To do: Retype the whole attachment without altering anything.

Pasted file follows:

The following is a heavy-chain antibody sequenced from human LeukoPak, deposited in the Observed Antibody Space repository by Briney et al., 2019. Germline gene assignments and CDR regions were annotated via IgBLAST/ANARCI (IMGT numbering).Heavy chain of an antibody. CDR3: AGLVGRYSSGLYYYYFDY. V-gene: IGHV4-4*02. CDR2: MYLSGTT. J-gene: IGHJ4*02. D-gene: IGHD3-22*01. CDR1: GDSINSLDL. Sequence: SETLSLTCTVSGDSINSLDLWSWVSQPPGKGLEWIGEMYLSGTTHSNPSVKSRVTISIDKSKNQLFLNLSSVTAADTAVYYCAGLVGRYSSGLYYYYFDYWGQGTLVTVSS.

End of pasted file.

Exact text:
The following is a heavy-chain antibody sequenced from human LeukoPak, deposited in the Observed Antibody Space repository by Briney et al., 2019. Germline gene assignments and CDR regions were annotated via IgBLAST/ANARCI (IMGT numbering).Heavy chain of an antibody. CDR3: AGLVGRYSSGLYYYYFDY. V-gene: IGHV4-4*02. CDR2: MYLSGTT. J-gene: IGHJ4*02. D-gene: IGHD3-22*01. CDR1: GDSINSLDL. Sequence: SETLSLTCTVSGDSINSLDLWSWVSQPPGKGLEWIGEMYLSGTTHSNPSVKSRVTISIDKSKNQLFLNLSSVTAADTAVYYCAGLVGRYSSGLYYYYFDYWGQGTLVTVSS.